The weather was perfect, no wind and wall to wall sunshine, I even took my gloves off just after we got going. It was fairly steep from the start, so we walked and jogged our way up watching a helicopter that was buzzing back and forward trailing a big bucket, not realising as we climbed, we were going to come face to face with it. We had to wait a few minutes as it was parked on the path to refuel.  We were quite happy to have a wee breather even though we’d just started, that first climb was a steep two miles long!

The path under-foot varied from wide forest track to soft woodland path, and a fair bit of tarmac and pavement, Pauline was wearing trail shoes, I had on road shoes, we were both happy with our choice of footwear.  We carried a map with us but never felt the need to bring it out, the blue marker posts were well placed and sufficient.  There was a long road section where we didn’t see a marker for ages, although there was nowhere else to go it was reassuring to finally see a blue post.

After Drumnadrochit we’d been stomping up a steep, twisty path in the woods, every bend I’d look up and it got steeper, we’d go round another bend and it got even steeper, Pauline said “What are you laughing at?” Oops, I didn’t realise I laughed out loud, this hill is ridiculously steep and I’m daft enough to find it funny.  I think I covered it when I answered “This hill… come race day, I’ll be one of BaM’s lovely assistants and I won’t have to come up here again!”  Pauline wasn’t exaggerating when she said, “This is like climbing out of Kinlochleven but twice as long!” 

Emerald Forest

Profile for the last 30 miles of the GGW

There’s a long section on road through open moorland where you can see the path for miles which was fine in the sunshine, but come race day, if your head isn’t in a happy place it could be soul destroying, especially if the weather is foul.  
Looking back

Don’t know what these padlocks were meant to keep locked in (or out) but the gate was wide open!
 Eventually we were back on meandering forest tracks and paths

Finally we could see Inverness which was probably about four miles away, we plodded on, looking at the Garmin, our run was going to be closer to twenty nine miles, the race finishes in the stadium at Bught Park but we decided we would stop at the bouncy bridge which is just past the park, but the GGW path takes you over the river before that so we just followed the markers, I then suggested we finish at the Castle which would round up our run to thirty miles, I knew Pauline wouldn’t want to log twenty-nine and a half miles We needed to burl round a bucket right beside the Castle and back down to the traffic lights before the Garmin beeped, a tad OCD but always good to push on further than you plan. I was tired, my feet were a bit achy but nothing hurt, I was moving easily albeit slowly.  I was really pleased with how I felt, going from my last long run of sixteen miles to almost double is quite a big jump in mileage but I didn’t think the sensible rule of increasing training by ten percent applies to old warhorses!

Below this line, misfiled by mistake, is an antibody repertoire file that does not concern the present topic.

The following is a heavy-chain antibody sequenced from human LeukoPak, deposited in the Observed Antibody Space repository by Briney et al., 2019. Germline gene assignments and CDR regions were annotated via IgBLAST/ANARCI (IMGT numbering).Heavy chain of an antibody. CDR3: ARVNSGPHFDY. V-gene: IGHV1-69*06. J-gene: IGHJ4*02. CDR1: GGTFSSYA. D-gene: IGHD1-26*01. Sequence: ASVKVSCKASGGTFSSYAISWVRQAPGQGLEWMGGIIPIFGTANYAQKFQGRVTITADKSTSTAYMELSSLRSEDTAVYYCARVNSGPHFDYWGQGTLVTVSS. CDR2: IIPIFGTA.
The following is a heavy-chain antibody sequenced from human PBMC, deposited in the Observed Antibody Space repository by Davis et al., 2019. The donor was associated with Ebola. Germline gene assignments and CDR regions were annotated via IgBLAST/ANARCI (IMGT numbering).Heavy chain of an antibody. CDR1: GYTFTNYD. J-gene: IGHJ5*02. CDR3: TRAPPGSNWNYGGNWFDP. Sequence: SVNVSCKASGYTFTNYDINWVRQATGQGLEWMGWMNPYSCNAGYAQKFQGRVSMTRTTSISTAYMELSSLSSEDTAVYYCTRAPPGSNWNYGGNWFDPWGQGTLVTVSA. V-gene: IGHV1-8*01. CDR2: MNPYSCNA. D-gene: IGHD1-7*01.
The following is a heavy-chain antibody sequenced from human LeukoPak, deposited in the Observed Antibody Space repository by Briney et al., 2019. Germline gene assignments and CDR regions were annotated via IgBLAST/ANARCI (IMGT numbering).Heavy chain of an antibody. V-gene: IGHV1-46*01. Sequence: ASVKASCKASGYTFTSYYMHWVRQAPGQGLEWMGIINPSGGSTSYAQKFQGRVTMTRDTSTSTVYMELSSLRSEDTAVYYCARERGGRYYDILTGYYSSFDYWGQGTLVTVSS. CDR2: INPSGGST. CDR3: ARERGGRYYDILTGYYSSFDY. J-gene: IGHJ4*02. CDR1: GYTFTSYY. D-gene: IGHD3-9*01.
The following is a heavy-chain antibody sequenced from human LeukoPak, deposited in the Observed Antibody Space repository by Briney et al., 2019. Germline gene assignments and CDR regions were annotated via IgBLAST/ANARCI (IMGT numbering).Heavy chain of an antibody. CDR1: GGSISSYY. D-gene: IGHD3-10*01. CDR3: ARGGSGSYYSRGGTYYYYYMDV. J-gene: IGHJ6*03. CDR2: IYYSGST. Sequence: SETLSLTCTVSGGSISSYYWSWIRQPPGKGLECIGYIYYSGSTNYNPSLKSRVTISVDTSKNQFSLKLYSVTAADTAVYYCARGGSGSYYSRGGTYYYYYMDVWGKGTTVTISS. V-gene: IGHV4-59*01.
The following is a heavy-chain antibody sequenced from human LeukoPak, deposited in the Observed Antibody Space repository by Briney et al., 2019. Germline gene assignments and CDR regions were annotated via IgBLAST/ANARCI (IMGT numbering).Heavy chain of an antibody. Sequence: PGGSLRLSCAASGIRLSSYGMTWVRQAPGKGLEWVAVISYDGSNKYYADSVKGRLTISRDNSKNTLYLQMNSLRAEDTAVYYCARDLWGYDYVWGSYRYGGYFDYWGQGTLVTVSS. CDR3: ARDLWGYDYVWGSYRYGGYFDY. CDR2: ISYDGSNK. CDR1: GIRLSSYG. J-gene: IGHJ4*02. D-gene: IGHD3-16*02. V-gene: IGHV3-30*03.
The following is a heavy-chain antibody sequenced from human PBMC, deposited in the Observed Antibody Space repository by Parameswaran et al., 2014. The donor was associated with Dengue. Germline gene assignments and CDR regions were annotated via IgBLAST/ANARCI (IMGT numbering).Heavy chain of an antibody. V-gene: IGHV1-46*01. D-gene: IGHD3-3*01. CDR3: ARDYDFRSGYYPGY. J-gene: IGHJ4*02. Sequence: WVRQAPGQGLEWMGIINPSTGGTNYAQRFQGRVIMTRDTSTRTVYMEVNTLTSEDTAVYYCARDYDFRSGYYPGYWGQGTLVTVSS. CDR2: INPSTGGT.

After a lovely hot shower followed by pasta and beer at the hostel, we thought a brisk walk would do us good.  We took some of our gear back to the car so we weren’t too laden in the morning and bought some more beer, well, we had earned it.

Tuesday morning saw us heading towards Fort Augustus, we weren’t finished with the GGW yet, a wee out and back run with a max of ten miles was the plan, we parked at the wee forestry commission car park at Allt na Criche about a mile outside Fort Augustus.  We managed a gentle pace along the Caledonian Canal and turned back after five miles out, if either of us was struggling we would’ve turned earlier but I’m happy to say all I felt was tired.

Next was the decision of which way to go home, I suggested the A82 and a call into the Woolly Mill at Fort William for a cup of tea and a scone first, then we changed our minds to a bowl of soup but when we got there we changed our minds again, a baked tattie with haggis, when it arrived it was served with salad which I punted onto Pauline’s plate, as much as I’d love to eat salad it’s just not worth the time or effort but I did manage to eat all my tattie and haggis even though Pauline had to twiddle her thumbs for a bit and it was cold when I finished.  

We ended up having to go down the A9, as the A82 was closed, I later found out it was due to a lorry spilling its load of hydrogen peroxide, hopefully it was just a clean up and no one was hurt. I was a bit disappointed not to go through Glencoe it would’ve been stunning with snow on the hills in the sunshine but the view at the Commando Memorial didn’t disappoint.

Now a few days later, I’m still not suffering any after effects other than tiredness and I’m not sure whether it was running on new trails or the sunshine but I feel as if I’ve had a holiday, plans are for more of the same and hopefully soon. 

Tuesday, 4 March 2014

Smokies 10